The router supports Dynamic DNS services, including and, which means you can set up remote access and many other over-the-internet services. It can also take a client's MAC address as its own. This can be a useful feature when you want to use the router with a service, like those found in college dorms, that requires you to register your computer's MAC address before you can access the internet.

This doesn't mean you can skip the desktop software LELA entirely. The software has some original post-set-up features, and we especially liked the capability to see a map of all clients connected to the network and manage each of them in real time. For example, if you see an unidentified device connected to the network, the software lets you mark it in red to distinguish it from other known devices. If a client in the network has LELA installed, you can do more, such as viewing its complete status, including its MAC, IP address, operating system, CPU information, and so on.

For security, the WRT320N supports all available wireless encryption standards, including WEP, WPA-personal and WPA-Enterprise. The router allows for VPN pass-through for all existing VPN protocols, including IPsec, L2TP and PPTP. If you're using the router from your home, you can use a VPN client to access your work offices via a VPN connection. It can toggle the built-in SPI Firewall on, or block potentially dangerous web services — such as Proxy, Java, ActiveX and cookies. This is not something you'll want to get into the habit of doing, however, as a lot of websites will not function properly if you block Java or ActiveX.


We tested the Linksys WRT320N on both 5GHz and 2.4GHz bands and were happy with the results.

In the 5GHz band, the router scored 52.8Mbps in our throughput test and 47.7Mbps in our range test. The throughput test was conducted with the wireless test client just 4.5 metres away from the router. In our range test, the client was 30.5 metres away. These scores were about average, but we were impressed that there's a very small degradation between the two ranges. Based on these scores, the router can finish transmitting 500MB in about 80 seconds.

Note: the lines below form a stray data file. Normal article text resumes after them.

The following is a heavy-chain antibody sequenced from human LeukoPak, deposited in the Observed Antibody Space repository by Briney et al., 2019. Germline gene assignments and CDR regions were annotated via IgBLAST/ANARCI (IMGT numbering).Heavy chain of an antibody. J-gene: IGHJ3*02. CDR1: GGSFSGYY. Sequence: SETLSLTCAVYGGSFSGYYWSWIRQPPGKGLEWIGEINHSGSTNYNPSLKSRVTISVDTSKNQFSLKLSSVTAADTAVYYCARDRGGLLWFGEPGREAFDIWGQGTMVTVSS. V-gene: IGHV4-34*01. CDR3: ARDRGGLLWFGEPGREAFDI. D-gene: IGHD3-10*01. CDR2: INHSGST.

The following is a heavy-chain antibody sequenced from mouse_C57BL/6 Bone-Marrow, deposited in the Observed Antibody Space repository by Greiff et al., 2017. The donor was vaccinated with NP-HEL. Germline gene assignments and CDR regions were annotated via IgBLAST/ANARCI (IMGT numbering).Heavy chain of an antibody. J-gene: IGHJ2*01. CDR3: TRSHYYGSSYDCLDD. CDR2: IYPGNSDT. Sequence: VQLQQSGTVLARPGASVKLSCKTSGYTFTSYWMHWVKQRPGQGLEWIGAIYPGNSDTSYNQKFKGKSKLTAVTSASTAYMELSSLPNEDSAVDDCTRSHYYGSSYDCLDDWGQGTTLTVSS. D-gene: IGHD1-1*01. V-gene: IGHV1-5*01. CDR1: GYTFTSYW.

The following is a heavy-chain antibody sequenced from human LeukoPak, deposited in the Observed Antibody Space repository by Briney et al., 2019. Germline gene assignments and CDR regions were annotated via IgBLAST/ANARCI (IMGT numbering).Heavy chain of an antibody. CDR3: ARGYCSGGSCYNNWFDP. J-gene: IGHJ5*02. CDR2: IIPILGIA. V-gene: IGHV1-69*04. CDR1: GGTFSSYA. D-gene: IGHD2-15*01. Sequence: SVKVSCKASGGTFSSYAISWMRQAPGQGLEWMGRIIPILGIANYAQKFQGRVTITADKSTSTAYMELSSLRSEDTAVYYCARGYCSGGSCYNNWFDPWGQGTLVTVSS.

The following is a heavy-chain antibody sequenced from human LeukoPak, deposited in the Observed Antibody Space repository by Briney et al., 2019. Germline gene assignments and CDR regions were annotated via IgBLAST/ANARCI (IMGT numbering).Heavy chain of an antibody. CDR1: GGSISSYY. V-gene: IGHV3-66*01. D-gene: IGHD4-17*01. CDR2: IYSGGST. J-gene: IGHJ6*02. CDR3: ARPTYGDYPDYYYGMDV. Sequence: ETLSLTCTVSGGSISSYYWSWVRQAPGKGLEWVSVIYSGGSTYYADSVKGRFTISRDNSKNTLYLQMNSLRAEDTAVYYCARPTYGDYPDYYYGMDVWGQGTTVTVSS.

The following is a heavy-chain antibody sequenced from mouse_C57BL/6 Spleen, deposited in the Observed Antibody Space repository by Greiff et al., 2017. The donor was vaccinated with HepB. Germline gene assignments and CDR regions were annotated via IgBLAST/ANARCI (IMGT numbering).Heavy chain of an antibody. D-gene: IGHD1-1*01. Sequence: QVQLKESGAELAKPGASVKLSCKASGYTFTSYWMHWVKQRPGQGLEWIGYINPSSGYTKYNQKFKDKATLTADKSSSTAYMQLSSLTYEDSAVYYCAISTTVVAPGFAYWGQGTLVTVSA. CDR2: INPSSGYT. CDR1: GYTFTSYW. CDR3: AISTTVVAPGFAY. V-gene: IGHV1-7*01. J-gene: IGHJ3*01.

In the 2.4GHz band, the WRT320N did even better in comparison with other routers. It achieved 45.3Mbps in throughput, 32.6Mbps in range, and 40.8Mbps in our mixed-mode test. The mixed-mode test was done with the router set to work with both Wireless-N and legacy Wireless-G simultaneously.

It's important to note that the scores, while lower than the theoretical ceiling of the Wireless-N specification (300Mbps), were actually sustained data rates, with all software and hardware overhead and interference taken into account.

We were very impressed that the router could apply many changes without needing to restart. For example, when we switched the router's wireless function from operating in one band to another, our test client — which supports both 2.4GHz and 5GHz bands — didn't disconnect at all, even briefly. Other routers, such as Apple's AirPort Extreme Base Station, need to restart to apply even the slightest change.

CNET Labs 2.4GHz Wireless-N performance test (in Mbps)
(Longer bars indicate better performance)
Mixed mode
D-Link DIR-825 (2.4GHz)
Linksys WRT320N (2.4GHz)
Linksys WRT400N (2.4GHz)
Linksys WRT610n (2.4GHz)

CNET Labs 5GHz Wireless-N performance test (in Mbps)
(Longer bars indicate better performance)
D-Link DIR-825 (5GHz)
Linksys WRT320N (5GHz)

The WRT320N's maximum connection range was decent and about the same as the WRT400N's. In our testing facility, which is an office building and not optimised for wireless range, we connected to the WRT320N from about 280 feet away. In both 2.4GHz and 5GHz bands, the WRT320N performed within our expectations for a Wireless-N router.